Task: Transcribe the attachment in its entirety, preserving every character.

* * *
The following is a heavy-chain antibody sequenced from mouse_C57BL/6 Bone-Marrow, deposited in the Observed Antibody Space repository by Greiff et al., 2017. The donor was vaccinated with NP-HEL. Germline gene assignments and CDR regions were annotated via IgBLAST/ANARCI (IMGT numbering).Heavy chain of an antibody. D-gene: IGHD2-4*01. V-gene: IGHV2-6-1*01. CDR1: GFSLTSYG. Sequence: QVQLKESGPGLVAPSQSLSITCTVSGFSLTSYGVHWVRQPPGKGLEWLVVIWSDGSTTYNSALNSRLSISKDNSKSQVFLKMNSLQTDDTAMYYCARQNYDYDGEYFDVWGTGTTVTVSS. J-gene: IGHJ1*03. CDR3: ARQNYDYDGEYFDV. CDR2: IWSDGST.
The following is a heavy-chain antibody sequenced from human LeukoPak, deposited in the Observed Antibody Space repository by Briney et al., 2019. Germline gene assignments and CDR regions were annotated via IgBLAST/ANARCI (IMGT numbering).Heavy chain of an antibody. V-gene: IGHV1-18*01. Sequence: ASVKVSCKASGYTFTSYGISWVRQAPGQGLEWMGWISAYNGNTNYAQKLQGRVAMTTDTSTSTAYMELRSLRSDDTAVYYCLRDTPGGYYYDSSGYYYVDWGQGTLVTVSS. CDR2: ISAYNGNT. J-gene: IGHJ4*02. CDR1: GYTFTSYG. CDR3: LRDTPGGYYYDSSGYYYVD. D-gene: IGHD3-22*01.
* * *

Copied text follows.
The following is a heavy-chain antibody sequenced from mouse_C57BL/6 Bone-Marrow, deposited in the Observed Antibody Space repository by Greiff et al., 2017. The donor was vaccinated with NP-HEL. Germline gene assignments and CDR regions were annotated via IgBLAST/ANARCI (IMGT numbering).Heavy chain of an antibody. D-gene: IGHD2-4*01. V-gene: IGHV2-6-1*01. CDR1: GFSLTSYG. Sequence: QVQLKESGPGLVAPSQSLSITCTVSGFSLTSYGVHWVRQPPGKGLEWLVVIWSDGSTTYNSALNSRLSISKDNSKSQVFLKMNSLQTDDTAMYYCARQNYDYDGEYFDVWGTGTTVTVSS. J-gene: IGHJ1*03. CDR3: ARQNYDYDGEYFDV. CDR2: IWSDGST.
The following is a heavy-chain antibody sequenced from human LeukoPak, deposited in the Observed Antibody Space repository by Briney et al., 2019. Germline gene assignments and CDR regions were annotated via IgBLAST/ANARCI (IMGT numbering).Heavy chain of an antibody. V-gene: IGHV1-18*01. Sequence: ASVKVSCKASGYTFTSYGISWVRQAPGQGLEWMGWISAYNGNTNYAQKLQGRVAMTTDTSTSTAYMELRSLRSDDTAVYYCLRDTPGGYYYDSSGYYYVDWGQGTLVTVSS. CDR2: ISAYNGNT. J-gene: IGHJ4*02. CDR1: GYTFTSYG. CDR3: LRDTPGGYYYDSSGYYYVD. D-gene: IGHD3-22*01.